This book tells biographical sketches of other people who found

    This book tells biographical sketches of other people who found their passion in life. What the book does not do is provide any useful guidelines for how to figure it out yourself. The book mostly seemed to be the author's answer to what to do with his own life. I found it lacking in insight or encouragement. Skip this one.
     

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  • Posted March 1, 2013

    The idea for the book was good, but the stories chosen were dull

    The idea for the book was good, but the stories chosen were dull.

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  • Anonymous

    Posted August 26, 2003

    Bait and Switch!

    The title really captures your attention as well as the subect and the hope that you might get something meaningful out of this read. It was really boring and not well written. I would have put it down but I thought that there must be SOMETHING I am missing .... NOT! Don't waste your time or money on this drab stab at life's important question.

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  • Anonymous

    Posted July 7, 2003

    It didn't work for me.

    If you have an amiable or expressive social learning style this book would interest you. I have an analytical driver style so after the first chapter I was bored. I thought the book would be more like 'What Color is Your Parachute' or 'Whistle While You Work'. I expected some interesting means/methods to discover what I want to be when I grow up. If you find yourself lacking self-esteem or seek the comfort how others finds themselves, try this book. There was too much emphasis on the Generation 'Why' crowd in the interviews. Maybe the author feels more comfortable interviewing his generation.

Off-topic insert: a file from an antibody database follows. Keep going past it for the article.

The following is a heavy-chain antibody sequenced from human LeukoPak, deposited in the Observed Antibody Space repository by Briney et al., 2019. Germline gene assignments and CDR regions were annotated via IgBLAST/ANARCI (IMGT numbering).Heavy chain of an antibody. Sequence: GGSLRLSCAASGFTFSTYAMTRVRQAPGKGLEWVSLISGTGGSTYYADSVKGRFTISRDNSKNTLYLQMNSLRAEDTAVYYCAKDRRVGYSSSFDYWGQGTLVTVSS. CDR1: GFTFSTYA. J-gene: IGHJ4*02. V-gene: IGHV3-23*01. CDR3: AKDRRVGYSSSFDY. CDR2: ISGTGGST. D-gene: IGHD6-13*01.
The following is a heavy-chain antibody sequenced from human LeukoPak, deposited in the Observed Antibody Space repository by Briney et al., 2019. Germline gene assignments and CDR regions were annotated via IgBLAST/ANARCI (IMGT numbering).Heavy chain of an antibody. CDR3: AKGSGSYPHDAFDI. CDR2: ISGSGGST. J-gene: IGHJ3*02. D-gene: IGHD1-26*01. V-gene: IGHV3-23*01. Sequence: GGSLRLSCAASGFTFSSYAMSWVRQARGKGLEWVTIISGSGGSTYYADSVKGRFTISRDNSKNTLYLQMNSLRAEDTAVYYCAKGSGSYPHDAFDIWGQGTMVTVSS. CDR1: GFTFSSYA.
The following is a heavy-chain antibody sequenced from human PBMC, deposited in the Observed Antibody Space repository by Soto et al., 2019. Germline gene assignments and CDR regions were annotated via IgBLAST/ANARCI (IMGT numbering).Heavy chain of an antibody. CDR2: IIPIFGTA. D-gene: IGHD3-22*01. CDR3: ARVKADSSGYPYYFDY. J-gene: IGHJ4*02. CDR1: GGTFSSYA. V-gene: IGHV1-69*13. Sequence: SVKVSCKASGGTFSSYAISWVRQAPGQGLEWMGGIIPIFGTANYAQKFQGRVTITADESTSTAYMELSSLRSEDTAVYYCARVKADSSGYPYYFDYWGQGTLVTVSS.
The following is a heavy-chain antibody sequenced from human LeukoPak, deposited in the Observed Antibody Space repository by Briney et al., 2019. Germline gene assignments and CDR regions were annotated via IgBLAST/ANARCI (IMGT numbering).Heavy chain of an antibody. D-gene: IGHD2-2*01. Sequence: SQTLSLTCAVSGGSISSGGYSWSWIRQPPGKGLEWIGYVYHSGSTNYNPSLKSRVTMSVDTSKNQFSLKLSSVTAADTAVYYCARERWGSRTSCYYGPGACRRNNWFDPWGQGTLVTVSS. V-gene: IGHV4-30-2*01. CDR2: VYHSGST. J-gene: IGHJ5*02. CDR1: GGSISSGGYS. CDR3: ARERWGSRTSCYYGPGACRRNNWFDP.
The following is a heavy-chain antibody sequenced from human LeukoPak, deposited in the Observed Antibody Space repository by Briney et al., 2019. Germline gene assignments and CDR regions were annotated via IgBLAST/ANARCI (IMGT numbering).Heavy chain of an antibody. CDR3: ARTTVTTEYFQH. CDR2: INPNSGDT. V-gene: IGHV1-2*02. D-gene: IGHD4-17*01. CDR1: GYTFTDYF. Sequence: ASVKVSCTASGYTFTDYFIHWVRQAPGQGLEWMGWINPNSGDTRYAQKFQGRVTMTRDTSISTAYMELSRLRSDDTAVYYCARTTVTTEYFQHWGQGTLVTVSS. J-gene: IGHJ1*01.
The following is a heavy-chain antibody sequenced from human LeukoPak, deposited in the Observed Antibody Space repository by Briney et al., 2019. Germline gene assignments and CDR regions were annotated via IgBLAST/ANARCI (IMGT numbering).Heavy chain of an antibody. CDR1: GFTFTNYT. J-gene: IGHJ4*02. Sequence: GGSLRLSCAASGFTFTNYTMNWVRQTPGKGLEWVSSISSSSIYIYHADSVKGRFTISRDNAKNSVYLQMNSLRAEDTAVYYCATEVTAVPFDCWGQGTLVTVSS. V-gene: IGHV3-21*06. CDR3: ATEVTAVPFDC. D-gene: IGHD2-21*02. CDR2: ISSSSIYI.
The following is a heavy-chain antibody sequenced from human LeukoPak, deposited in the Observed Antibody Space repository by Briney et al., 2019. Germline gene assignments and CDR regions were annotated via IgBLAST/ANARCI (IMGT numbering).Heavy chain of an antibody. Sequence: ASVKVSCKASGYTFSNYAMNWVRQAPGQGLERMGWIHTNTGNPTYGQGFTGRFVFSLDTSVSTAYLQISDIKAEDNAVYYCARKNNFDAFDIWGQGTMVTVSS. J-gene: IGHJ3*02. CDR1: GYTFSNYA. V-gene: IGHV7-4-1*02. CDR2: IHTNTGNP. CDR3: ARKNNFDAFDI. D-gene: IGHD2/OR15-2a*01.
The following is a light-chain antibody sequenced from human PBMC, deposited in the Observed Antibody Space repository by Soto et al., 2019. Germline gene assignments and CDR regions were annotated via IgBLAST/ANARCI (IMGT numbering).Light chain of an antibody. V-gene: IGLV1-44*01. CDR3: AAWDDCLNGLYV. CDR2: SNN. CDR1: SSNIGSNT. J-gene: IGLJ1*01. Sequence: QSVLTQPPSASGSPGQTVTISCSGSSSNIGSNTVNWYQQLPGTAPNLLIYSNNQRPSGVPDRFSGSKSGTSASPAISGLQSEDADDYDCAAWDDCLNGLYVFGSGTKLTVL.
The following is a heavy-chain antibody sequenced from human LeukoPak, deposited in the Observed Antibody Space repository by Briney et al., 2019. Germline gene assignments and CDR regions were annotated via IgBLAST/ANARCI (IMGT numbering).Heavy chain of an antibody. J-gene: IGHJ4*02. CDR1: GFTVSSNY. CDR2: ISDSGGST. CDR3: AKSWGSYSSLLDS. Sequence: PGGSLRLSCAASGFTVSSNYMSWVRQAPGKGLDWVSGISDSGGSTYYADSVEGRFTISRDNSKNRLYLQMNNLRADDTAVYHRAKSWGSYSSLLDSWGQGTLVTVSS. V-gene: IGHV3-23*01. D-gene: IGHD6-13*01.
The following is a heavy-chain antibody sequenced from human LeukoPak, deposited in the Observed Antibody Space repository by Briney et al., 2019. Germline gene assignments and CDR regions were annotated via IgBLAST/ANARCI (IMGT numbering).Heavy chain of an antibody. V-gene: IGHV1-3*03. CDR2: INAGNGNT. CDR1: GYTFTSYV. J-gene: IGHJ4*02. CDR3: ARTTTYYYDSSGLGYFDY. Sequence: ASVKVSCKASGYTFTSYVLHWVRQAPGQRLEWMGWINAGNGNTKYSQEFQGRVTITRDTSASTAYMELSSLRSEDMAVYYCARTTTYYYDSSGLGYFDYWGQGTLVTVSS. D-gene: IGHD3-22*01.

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  • Anonymous

    Posted May 7, 2003

    not as good as the hype

    This book isn't bringing anything new to the table. I was un-impressed with any of the stories. A better cultural selection would have been appreciated as well. The author failed miserably in this aspect.

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  • Anonymous

    Posted April 8, 2003

    Nap Time

    A more appropriate title would be 'What ELSE Should I do With My Life?' Although some of the stories are about people who have tried and failed or may have been destitute, most are about people who REALLY should have had no complaints. For the most part, they had pretty good lives and with most of them, I could not associate. Bronson does get caught up in his own commentary (or liked to read his own writing)and could have stopped a few paragraphs short at times. Also, I'm surprised his editors didn't catch some of his grammatical faults which I found obvious. To be fair, I read it all the way but expected more enlightenment than information about his glorious (and fun) two year sabbatical.

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  • Anonymous

    Posted February 8, 2003

    Stop after the first half

    This book obviously appeals to so many people who have pondered the same question for themselves. I think people are drawn to the idea of the book more than the actual content. I liked that reading it provided time for my own soul searching. Initially, I was able to apply the stories from the book to my own life, helping to guide my thoughts. However, finishing this book after the first 150 pages was a painful experience. It is horribly boring without much direction or structure. The stories just ramble and offer no insight. Further distracting is the poor writing, with many grammatical errors. I wasn't able to read more than a few pages at a time for the boredom. I didn't want to miss a grande finale but one never occurred. It wasn't worth sticking it out.

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  • Anonymous

    Posted January 25, 2010

    No text was provided for this review.

  • Anonymous

    Posted February 3, 2010

    No text was provided for this review.